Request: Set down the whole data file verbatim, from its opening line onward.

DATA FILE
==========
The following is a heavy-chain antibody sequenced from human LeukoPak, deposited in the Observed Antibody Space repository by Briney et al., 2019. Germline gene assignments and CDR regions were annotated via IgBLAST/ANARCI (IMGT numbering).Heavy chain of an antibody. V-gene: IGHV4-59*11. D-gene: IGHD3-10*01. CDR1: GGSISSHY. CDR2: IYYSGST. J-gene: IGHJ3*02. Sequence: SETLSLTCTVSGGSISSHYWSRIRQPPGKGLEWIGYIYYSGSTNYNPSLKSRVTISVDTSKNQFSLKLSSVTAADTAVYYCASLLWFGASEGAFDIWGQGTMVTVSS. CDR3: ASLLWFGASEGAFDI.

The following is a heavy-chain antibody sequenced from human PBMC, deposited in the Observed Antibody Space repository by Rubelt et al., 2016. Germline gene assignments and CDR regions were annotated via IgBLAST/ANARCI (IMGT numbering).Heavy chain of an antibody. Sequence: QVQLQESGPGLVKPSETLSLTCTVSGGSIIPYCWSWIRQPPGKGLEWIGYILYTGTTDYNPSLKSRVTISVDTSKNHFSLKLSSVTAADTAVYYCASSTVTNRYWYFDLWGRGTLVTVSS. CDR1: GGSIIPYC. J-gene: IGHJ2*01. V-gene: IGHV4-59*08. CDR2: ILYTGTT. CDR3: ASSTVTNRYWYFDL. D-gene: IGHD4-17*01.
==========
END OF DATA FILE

The following is a heavy-chain antibody sequenced from human LeukoPak, deposited in the Observed Antibody Space repository by Briney et al., 2019. Germline gene assignments and CDR regions were annotated via IgBLAST/ANARCI (IMGT numbering).Heavy chain of an antibody. V-gene: IGHV4-59*11. D-gene: IGHD3-10*01. CDR1: GGSISSHY. CDR2: IYYSGST. J-gene: IGHJ3*02. Sequence: SETLSLTCTVSGGSISSHYWSRIRQPPGKGLEWIGYIYYSGSTNYNPSLKSRVTISVDTSKNQFSLKLSSVTAADTAVYYCASLLWFGASEGAFDIWGQGTMVTVSS. CDR3: ASLLWFGASEGAFDI.

The following is a heavy-chain antibody sequenced from human PBMC, deposited in the Observed Antibody Space repository by Rubelt et al., 2016. Germline gene assignments and CDR regions were annotated via IgBLAST/ANARCI (IMGT numbering).Heavy chain of an antibody. Sequence: QVQLQESGPGLVKPSETLSLTCTVSGGSIIPYCWSWIRQPPGKGLEWIGYILYTGTTDYNPSLKSRVTISVDTSKNHFSLKLSSVTAADTAVYYCASSTVTNRYWYFDLWGRGTLVTVSS. CDR1: GGSIIPYC. J-gene: IGHJ2*01. V-gene: IGHV4-59*08. CDR2: ILYTGTT. CDR3: ASSTVTNRYWYFDL. D-gene: IGHD4-17*01.